There was a period of about six months at the beginning of 2015 where I was working full-time (about 50 hours per week) as an engineer. I started at 8am, finished at 6pm, then did a few hours of Krav Maga before making the 1.5 hour commute back home. Arriving home somewhere between 9 and 10pm, I’d open the door and often be greeted with the image of my brother sitting in front of the computer on Facebook or some other web-surfing activity.
Thoughts like “Why is he wasting his time?”, “Man, he’s so lazy.” and “Where’s his motivation to achieve anything?” crossed my mind. I never communicated these thoughts verbally, but boy did I express them unconsciously through my body-language and attitude. The result? I’d go to bed upset and a little angry, and my brother seemed annoyed with me for the way I was treating him.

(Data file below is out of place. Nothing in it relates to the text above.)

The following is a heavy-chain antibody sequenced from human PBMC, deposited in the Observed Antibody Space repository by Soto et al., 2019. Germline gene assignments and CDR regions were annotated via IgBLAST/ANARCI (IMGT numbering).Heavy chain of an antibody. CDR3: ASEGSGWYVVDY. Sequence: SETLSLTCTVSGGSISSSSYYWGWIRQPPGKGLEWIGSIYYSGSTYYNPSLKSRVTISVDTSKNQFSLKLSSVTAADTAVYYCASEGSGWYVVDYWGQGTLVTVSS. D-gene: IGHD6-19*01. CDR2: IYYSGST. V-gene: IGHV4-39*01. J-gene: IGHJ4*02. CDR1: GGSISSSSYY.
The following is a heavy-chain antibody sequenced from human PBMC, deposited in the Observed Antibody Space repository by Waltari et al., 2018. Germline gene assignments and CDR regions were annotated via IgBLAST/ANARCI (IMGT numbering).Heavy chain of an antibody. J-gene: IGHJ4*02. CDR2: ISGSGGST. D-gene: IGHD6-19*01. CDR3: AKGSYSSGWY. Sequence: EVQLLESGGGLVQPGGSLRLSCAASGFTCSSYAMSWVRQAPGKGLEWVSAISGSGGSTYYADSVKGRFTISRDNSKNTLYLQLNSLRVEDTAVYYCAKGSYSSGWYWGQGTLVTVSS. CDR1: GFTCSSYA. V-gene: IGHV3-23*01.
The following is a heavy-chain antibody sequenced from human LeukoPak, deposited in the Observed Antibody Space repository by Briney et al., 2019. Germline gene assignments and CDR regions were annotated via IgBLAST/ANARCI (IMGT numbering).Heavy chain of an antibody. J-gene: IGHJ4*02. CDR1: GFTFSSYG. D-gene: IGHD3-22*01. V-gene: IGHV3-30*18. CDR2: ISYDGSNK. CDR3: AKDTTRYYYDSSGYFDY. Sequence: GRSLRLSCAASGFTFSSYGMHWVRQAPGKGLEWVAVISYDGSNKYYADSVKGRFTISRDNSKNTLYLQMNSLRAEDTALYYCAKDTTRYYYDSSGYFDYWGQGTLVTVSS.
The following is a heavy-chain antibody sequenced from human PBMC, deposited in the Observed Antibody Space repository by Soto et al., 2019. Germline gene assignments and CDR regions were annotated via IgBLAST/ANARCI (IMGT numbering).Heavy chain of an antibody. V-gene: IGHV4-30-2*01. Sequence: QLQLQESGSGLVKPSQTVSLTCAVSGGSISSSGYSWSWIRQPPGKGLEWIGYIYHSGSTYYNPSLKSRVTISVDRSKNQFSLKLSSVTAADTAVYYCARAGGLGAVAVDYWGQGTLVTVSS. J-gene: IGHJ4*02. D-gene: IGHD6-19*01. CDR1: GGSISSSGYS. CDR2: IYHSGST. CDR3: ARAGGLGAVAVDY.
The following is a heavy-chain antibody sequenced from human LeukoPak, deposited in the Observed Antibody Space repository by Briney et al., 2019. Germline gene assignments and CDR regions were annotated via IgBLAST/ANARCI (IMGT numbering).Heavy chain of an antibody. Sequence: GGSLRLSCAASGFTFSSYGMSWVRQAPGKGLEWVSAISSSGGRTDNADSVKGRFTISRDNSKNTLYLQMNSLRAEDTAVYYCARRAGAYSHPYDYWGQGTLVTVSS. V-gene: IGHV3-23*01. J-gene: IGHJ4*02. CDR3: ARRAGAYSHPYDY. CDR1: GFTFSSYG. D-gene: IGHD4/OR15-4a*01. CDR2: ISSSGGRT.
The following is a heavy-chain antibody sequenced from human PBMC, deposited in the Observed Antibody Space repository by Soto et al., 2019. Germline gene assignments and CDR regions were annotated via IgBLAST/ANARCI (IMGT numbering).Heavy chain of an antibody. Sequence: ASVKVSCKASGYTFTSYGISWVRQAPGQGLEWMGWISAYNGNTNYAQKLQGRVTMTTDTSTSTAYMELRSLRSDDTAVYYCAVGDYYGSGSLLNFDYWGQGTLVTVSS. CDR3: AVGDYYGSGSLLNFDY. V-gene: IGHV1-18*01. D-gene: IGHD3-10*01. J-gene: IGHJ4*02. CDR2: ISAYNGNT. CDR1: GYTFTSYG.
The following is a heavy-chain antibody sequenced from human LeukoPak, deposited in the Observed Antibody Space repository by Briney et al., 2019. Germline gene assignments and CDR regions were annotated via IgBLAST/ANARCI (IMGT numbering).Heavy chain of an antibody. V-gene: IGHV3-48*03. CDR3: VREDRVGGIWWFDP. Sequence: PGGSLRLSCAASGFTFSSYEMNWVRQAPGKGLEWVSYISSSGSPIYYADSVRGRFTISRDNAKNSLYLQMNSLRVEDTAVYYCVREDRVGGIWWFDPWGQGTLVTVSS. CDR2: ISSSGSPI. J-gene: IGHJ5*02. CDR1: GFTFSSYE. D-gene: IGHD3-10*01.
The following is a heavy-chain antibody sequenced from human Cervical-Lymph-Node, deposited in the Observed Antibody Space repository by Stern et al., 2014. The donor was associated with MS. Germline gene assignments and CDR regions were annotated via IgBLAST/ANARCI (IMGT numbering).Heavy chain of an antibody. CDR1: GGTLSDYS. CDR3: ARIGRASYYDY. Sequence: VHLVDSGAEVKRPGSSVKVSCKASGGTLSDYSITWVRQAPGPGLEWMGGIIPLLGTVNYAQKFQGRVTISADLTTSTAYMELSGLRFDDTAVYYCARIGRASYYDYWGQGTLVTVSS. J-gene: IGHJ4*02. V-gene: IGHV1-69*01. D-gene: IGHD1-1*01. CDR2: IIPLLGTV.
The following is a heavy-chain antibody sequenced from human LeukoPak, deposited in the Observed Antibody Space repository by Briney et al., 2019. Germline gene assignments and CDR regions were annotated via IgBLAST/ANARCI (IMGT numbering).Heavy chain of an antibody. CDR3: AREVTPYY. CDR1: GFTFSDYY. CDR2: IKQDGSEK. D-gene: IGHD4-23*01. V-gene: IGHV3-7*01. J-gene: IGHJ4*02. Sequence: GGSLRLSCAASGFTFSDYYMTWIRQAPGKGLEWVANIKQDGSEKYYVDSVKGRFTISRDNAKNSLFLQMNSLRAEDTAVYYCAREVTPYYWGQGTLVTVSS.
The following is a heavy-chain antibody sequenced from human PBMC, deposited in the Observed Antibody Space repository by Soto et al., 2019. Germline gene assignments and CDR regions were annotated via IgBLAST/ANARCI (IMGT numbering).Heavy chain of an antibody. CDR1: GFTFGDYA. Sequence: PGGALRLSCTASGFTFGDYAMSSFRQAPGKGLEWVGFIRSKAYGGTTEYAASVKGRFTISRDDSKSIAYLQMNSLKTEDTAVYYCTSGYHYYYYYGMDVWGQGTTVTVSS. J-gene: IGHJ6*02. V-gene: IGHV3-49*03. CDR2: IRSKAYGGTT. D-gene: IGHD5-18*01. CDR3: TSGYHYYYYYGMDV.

If I’d given myself a bit of empathy, I probably would have found my anger, annoyance and frustration was motivated by a desire for relaxation and rest. I thought that my current living situation didn’t afford me the levels that I needed. These emotions I took out on my brother. Nothing good came of it.
I’m sure if I’d expressed those thoughts explicitly and verbally to him, much of the same would have resulted. The experience showed me how useless and counterproductive evaluations of other people often are, and, that these judgements don’t have to be verbally expressed for the other person to hear them. That’s part of the empathy we all have, being able to sense the emotional states of others.
What this story also shows (in addition to me definitely not being perfect at this compassionate communication), is that it’s not easy to teach an old dog new tricks and separate observation from evaluation.
We’re talking about all evaluations, not just negative ones